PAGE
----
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This is How Offices Will Look Like After Covid-19

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Countries that have suffered the most severe outbreaks of COVID-19 are seeing infection rates level off as lockdowns and widespread restrictions on movement take effect. Experts around the world are now looking at what measures need to be put in place to allow industry to safely restart over the coming months.

One area that will come under particular scrutiny is the office workplace where social distancing measures are often difficult to maintain, and workers are often in close proximity to each other – for instance in lifts, passing through corridors or at coworking desks.

Safety measures

After emerging from self-isolation, employees will be hyper-alert about hygiene and density issues, and, although most countries in Africa have (to date) avoided the need for a complete lockdown, workers will expect global standard safety measures to be in place when they return to the office.

Flexible and serviced office providers, such as KOFISI, who have a large international corporate client base, have seen the damage COVID-19 wreaked on the industry in the US and Europe. Demand for commercial space there plummeted, and office providers took a hit because clients had to work from home.

Now that people will soon be allowed back, there are calls for increased health and safety measures – above and beyond providing hand sanitisers and deep cleaning – to reduce the transmission of viruses in the workplace.

“There’s going to have to be a complete redesign of some office areas. Most of our members rent private offices, but our coworking spaces focus on people getting together, maximising collaboration and community. Now it’s about redesigning for safety and providing enough space, while making sure workers can collaborate in other ways,” says KOFISI CEO, Michael Aldridge, talking on a recent API Webinar about the future of workplaces in Africa.

“Most office providers implemented WHO guidelines at the start of the pandemic, but we believe workers will want to go further to ensure their personal safety by combining Private Offices or enclosed work zones with larger desks in shared working areas where there’s more control over who they interact with.”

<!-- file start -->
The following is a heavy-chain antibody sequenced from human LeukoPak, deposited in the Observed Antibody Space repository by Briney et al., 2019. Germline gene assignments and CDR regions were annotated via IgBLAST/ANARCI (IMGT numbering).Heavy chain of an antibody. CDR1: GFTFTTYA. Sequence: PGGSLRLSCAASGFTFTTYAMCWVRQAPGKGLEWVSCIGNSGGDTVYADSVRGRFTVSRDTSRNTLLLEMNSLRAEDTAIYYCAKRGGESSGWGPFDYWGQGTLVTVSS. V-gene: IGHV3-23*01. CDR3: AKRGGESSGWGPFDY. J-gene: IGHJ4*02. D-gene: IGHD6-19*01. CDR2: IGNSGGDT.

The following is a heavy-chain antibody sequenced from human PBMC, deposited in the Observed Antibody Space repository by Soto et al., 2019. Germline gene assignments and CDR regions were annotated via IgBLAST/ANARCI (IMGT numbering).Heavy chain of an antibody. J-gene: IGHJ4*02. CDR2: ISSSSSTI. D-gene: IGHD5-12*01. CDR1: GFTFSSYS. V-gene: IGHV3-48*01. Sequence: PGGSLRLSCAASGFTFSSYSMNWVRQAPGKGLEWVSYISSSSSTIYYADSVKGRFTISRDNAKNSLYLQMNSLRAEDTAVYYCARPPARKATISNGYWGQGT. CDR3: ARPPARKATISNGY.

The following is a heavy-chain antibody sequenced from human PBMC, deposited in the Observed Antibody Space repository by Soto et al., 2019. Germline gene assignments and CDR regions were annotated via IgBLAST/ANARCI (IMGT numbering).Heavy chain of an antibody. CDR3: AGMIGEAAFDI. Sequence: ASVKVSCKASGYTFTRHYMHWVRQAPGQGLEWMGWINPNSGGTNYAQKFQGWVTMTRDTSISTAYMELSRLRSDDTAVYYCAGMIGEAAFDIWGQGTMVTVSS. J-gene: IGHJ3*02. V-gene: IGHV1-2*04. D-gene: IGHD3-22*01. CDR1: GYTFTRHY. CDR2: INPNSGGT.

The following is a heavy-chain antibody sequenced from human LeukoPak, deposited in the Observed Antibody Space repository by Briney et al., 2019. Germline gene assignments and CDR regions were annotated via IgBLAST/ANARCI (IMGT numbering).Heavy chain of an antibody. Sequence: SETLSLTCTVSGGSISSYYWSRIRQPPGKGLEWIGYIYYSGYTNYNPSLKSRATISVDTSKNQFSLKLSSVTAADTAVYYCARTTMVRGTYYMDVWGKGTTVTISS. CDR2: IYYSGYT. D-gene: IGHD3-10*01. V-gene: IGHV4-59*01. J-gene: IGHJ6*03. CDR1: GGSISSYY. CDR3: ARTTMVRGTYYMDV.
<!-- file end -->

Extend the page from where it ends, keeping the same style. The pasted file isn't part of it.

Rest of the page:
Speaking on a virtual panel on Instagram, the CEO of Industrious, Jamie Hodari believes the coworking part of his business will probably diminish because of a perceived risk of infection. He argues that 30 private offices, housing 1-4 people would be preferable to a giant open floor plan for 120 people.

Other safety measures suggested by the industry include: 

  • increasing the size of desks from 1.4 meters to 1.8 or 2 meters wide making it easier to observe the 6 feet rule.
  • using disposable paper placemats for co-workers to put under laptops.
  • installing air filtration and ventilation systems.
  • Installing thermal imaging systems to check the temperature of colleagues.
  • zoning areas to make it easier to social distance and creating one-way traffic systems around the office to minimize transmission of the virus.
  • limiting the number of people in the office at one time.
  • improving SMART technology that limits the need for touching the building. Tech could also be used to track employees’ movements and notify them when the 6-feet rule is breached.

But improvements to office facilities and having fewer people in the office comes at a cost to landlords, office providers and end users. Not easy to stomach given the current economic climate.

KOFISI CEO, Michael Aldridge
Now it’s about redesigning for safety and providing enough space, while making sure workers can collaborate in other ways,” says KOFISI CEO, Michael Aldridge. [ Photo / Kofisi ]

Michael, however, firmly believes that despite current challenges, businesses will still need office space in the future.

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“To meet clients and to affirm or share ideas requires a formal work environment. Technology has made home working easier and remote meetings possible, but like home schooling, you miss out on all the benefits a specialised environment provides.

“At home, small children, pets and unfinished chores make it difficult to be wholly productive. Add that to unreliable power and poor internet service and it can be frustrating getting things done. In a KOFISI Centre we solve this – as we deliver a stable and reliable work environment, every day.”

He believes the pandemic will bring about an acceptance for a more blended way of working, allowing clients to work from home a couple of days a week, whilst also having access to KOFISI’s office facilities.

Long-term leases

Equally, he says that a flexible office licence is more appealing financially during uncertain times because they allow for agility. Businesses aren’t tied to traditional long-term leases with additional operating costs in an unreliable economy.

“Because we operate in a flexible way, we’ve been able to offer new and existing clients reduced rents as part of a package to help business remobilise in Africa after COVID-19.”

“Things have been tough, but we see this as an opportunity for innovation. If there’s one thing we’ve learnt as flexible workspace providers, it’s that constant innovation and being agile is what our customers need,” says Michael.

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BT Reporter
BT Reporterhttp://www.businesstoday.co.ke
editor [at] businesstoday.co.ke
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